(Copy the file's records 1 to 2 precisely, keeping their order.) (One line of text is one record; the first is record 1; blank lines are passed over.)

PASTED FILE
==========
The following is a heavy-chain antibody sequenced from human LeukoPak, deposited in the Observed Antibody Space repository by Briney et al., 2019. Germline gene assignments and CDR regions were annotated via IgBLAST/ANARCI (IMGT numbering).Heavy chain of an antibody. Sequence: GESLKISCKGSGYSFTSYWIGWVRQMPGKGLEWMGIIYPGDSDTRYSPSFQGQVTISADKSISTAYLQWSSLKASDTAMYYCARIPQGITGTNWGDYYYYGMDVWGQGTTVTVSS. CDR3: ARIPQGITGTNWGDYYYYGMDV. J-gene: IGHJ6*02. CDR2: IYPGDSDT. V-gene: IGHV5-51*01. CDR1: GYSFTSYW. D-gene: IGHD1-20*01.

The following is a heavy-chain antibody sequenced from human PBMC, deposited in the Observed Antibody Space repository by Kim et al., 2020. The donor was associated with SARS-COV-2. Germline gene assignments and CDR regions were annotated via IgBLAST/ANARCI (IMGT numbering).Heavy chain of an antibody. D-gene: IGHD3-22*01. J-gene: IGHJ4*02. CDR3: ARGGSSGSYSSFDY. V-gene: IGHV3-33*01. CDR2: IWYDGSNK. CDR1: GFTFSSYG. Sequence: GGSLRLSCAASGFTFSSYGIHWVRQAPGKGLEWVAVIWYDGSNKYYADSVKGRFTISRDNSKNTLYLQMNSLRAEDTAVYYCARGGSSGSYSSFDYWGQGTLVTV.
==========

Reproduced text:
The following is a heavy-chain antibody sequenced from human LeukoPak, deposited in the Observed Antibody Space repository by Briney et al., 2019. Germline gene assignments and CDR regions were annotated via IgBLAST/ANARCI (IMGT numbering).Heavy chain of an antibody. Sequence: GESLKISCKGSGYSFTSYWIGWVRQMPGKGLEWMGIIYPGDSDTRYSPSFQGQVTISADKSISTAYLQWSSLKASDTAMYYCARIPQGITGTNWGDYYYYGMDVWGQGTTVTVSS. CDR3: ARIPQGITGTNWGDYYYYGMDV. J-gene: IGHJ6*02. CDR2: IYPGDSDT. V-gene: IGHV5-51*01. CDR1: GYSFTSYW. D-gene: IGHD1-20*01.

The following is a heavy-chain antibody sequenced from human PBMC, deposited in the Observed Antibody Space repository by Kim et al., 2020. The donor was associated with SARS-COV-2. Germline gene assignments and CDR regions were annotated via IgBLAST/ANARCI (IMGT numbering).Heavy chain of an antibody. D-gene: IGHD3-22*01. J-gene: IGHJ4*02. CDR3: ARGGSSGSYSSFDY. V-gene: IGHV3-33*01. CDR2: IWYDGSNK. CDR1: GFTFSSYG. Sequence: GGSLRLSCAASGFTFSSYGIHWVRQAPGKGLEWVAVIWYDGSNKYYADSVKGRFTISRDNSKNTLYLQMNSLRAEDTAVYYCARGGSSGSYSSFDYWGQGTLVTV.